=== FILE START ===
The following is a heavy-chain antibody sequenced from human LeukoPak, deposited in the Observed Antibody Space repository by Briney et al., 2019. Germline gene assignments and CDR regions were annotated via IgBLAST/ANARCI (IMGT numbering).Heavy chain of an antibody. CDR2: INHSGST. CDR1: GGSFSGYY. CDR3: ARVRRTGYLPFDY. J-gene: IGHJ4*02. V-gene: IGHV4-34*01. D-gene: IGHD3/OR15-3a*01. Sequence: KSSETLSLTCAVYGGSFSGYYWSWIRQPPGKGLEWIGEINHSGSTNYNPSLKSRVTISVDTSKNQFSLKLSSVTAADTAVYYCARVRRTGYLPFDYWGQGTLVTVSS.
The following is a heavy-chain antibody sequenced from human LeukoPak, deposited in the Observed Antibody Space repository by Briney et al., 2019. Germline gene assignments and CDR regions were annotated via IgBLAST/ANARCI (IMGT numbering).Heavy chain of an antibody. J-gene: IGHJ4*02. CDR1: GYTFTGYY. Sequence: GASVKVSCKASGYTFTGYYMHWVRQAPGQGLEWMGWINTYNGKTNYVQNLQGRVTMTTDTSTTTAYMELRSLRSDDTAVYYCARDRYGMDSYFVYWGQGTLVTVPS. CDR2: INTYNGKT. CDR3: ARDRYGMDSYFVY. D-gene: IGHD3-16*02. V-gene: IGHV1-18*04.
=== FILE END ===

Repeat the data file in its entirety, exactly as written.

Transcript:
The following is a heavy-chain antibody sequenced from human LeukoPak, deposited in the Observed Antibody Space repository by Briney et al., 2019. Germline gene assignments and CDR regions were annotated via IgBLAST/ANARCI (IMGT numbering).Heavy chain of an antibody. CDR2: INHSGST. CDR1: GGSFSGYY. CDR3: ARVRRTGYLPFDY. J-gene: IGHJ4*02. V-gene: IGHV4-34*01. D-gene: IGHD3/OR15-3a*01. Sequence: KSSETLSLTCAVYGGSFSGYYWSWIRQPPGKGLEWIGEINHSGSTNYNPSLKSRVTISVDTSKNQFSLKLSSVTAADTAVYYCARVRRTGYLPFDYWGQGTLVTVSS.
The following is a heavy-chain antibody sequenced from human LeukoPak, deposited in the Observed Antibody Space repository by Briney et al., 2019. Germline gene assignments and CDR regions were annotated via IgBLAST/ANARCI (IMGT numbering).Heavy chain of an antibody. J-gene: IGHJ4*02. CDR1: GYTFTGYY. Sequence: GASVKVSCKASGYTFTGYYMHWVRQAPGQGLEWMGWINTYNGKTNYVQNLQGRVTMTTDTSTTTAYMELRSLRSDDTAVYYCARDRYGMDSYFVYWGQGTLVTVPS. CDR2: INTYNGKT. CDR3: ARDRYGMDSYFVY. D-gene: IGHD3-16*02. V-gene: IGHV1-18*04.